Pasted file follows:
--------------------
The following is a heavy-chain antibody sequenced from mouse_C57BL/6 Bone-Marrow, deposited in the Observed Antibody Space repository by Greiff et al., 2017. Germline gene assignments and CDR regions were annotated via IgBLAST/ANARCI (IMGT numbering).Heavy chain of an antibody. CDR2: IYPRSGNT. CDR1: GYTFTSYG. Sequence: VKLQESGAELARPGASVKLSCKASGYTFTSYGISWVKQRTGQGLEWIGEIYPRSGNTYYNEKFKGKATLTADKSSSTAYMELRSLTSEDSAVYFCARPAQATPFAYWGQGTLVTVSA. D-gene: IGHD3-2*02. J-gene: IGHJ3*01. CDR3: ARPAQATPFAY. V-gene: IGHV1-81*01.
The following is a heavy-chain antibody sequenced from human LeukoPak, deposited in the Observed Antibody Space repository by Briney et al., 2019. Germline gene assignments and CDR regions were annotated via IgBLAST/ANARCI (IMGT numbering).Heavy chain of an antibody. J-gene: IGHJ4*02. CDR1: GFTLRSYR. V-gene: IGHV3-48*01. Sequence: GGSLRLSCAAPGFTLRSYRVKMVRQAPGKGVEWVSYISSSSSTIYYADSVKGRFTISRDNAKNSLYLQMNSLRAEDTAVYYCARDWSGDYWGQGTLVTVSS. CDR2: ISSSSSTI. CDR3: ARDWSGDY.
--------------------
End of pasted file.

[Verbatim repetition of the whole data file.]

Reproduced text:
The following is a heavy-chain antibody sequenced from mouse_C57BL/6 Bone-Marrow, deposited in the Observed Antibody Space repository by Greiff et al., 2017. Germline gene assignments and CDR regions were annotated via IgBLAST/ANARCI (IMGT numbering).Heavy chain of an antibody. CDR2: IYPRSGNT. CDR1: GYTFTSYG. Sequence: VKLQESGAELARPGASVKLSCKASGYTFTSYGISWVKQRTGQGLEWIGEIYPRSGNTYYNEKFKGKATLTADKSSSTAYMELRSLTSEDSAVYFCARPAQATPFAYWGQGTLVTVSA. D-gene: IGHD3-2*02. J-gene: IGHJ3*01. CDR3: ARPAQATPFAY. V-gene: IGHV1-81*01.
The following is a heavy-chain antibody sequenced from human LeukoPak, deposited in the Observed Antibody Space repository by Briney et al., 2019. Germline gene assignments and CDR regions were annotated via IgBLAST/ANARCI (IMGT numbering).Heavy chain of an antibody. J-gene: IGHJ4*02. CDR1: GFTLRSYR. V-gene: IGHV3-48*01. Sequence: GGSLRLSCAAPGFTLRSYRVKMVRQAPGKGVEWVSYISSSSSTIYYADSVKGRFTISRDNAKNSLYLQMNSLRAEDTAVYYCARDWSGDYWGQGTLVTVSS. CDR2: ISSSSSTI. CDR3: ARDWSGDY.